Mexican Wolves need your Help! Informational Session with USFWS

Map Unavailable

Date(s) - Wednesday August 13, 2014
2:00 pm - 4:00 pm

Contact: Trish | The Southwest Environmental Center


Informational session with US Fish and Wildlife Service that precedes the Public Hearing scheduled from 6-9.

There are less than 90 Mexican gray wolves in the wilds of New Mexico and Arizona, making it one of the Most Endangered animals on the Planet. The U.S. Fish and Wildlife Service (USFWS) is proposing to make changes to the Mexican wolf recovery program that will send lobos on a slow trip to Extinction. FWS has scheduled two public hearings to hear what people think. One in Arizona and one right here in Truth or Consequences.

Wildlife Biologists say that at least two additional populations of Mexican wolves are necessary for their recovery. The proposed changes effectively prevent wolves from doing this. The changes would not allow lobos to travel north of I-40, thereby preventing them from occupying some of the best available habitat, including the Grand Canyon region, northern New Mexico and southern Colorado.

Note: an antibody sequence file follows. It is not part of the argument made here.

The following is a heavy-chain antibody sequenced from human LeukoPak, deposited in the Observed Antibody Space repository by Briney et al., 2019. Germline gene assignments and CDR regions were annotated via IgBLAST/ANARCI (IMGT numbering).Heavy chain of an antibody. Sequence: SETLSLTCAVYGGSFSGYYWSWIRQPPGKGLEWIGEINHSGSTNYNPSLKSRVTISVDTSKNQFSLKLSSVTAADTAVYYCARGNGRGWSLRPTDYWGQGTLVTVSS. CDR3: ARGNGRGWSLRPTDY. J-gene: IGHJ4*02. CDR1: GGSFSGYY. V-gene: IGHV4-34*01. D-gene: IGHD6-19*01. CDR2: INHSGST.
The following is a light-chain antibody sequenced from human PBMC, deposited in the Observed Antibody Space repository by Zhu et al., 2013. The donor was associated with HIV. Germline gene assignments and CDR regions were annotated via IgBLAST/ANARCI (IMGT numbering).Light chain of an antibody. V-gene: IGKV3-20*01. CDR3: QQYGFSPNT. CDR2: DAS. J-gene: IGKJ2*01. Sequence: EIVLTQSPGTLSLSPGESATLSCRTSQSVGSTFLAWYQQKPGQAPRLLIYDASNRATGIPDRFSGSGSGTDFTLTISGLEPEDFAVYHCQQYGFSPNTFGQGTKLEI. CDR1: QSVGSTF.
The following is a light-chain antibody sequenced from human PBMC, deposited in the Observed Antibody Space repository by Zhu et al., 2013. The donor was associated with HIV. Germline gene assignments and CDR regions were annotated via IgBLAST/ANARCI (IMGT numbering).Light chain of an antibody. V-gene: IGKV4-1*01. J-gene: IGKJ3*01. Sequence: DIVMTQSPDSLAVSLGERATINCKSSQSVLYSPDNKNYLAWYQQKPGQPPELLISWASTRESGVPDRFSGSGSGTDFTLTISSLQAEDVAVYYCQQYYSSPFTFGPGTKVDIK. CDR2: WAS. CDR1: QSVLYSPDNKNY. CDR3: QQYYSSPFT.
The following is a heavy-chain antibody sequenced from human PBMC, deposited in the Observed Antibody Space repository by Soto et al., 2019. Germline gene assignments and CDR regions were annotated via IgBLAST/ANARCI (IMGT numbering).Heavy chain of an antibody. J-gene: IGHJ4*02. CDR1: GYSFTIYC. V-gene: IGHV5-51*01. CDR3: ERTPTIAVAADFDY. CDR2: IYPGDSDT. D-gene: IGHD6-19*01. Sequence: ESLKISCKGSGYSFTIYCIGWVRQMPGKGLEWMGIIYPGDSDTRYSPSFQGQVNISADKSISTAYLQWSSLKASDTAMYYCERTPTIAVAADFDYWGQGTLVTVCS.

Wolves are considered a “keystone” species, whose removal affects an Entire Ecosystem and each trophic level, from plants to herbivores to other carnivores. Predators and predation play a dynamic and essential role in maintaining the health of ecosystems. Wolves account for a small number of livestock losses, approx .1%. Because ranchers depend on livestock for their livelihoods, efforts are being made to work with them and implement effective deterrents to reduce conflict with wolves.

This will be one of the last chances to speak for Mexican wolves. It’s up to you to ensure this native to the Southwest is recovered and future generations are able to appreciate these beautiful animals. Tell the USFWS to restart the recovery planning process by developing an updated, scientifically-based recovery plan, as required by the Endangered Species Act.

Cost: Free